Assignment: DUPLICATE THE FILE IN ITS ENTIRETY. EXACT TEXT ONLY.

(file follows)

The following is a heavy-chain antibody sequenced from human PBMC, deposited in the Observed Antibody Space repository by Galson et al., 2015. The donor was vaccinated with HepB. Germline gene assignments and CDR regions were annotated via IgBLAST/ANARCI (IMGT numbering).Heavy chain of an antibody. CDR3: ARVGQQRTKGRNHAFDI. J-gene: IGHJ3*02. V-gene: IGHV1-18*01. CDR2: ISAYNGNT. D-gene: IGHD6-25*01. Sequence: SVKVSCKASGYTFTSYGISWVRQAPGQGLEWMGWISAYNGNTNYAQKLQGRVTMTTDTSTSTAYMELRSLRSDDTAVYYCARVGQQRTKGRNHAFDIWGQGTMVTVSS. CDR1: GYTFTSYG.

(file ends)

The following is a heavy-chain antibody sequenced from human PBMC, deposited in the Observed Antibody Space repository by Galson et al., 2015. The donor was vaccinated with HepB. Germline gene assignments and CDR regions were annotated via IgBLAST/ANARCI (IMGT numbering).Heavy chain of an antibody. CDR3: ARVGQQRTKGRNHAFDI. J-gene: IGHJ3*02. V-gene: IGHV1-18*01. CDR2: ISAYNGNT. D-gene: IGHD6-25*01. Sequence: SVKVSCKASGYTFTSYGISWVRQAPGQGLEWMGWISAYNGNTNYAQKLQGRVTMTTDTSTSTAYMELRSLRSDDTAVYYCARVGQQRTKGRNHAFDIWGQGTMVTVSS. CDR1: GYTFTSYG.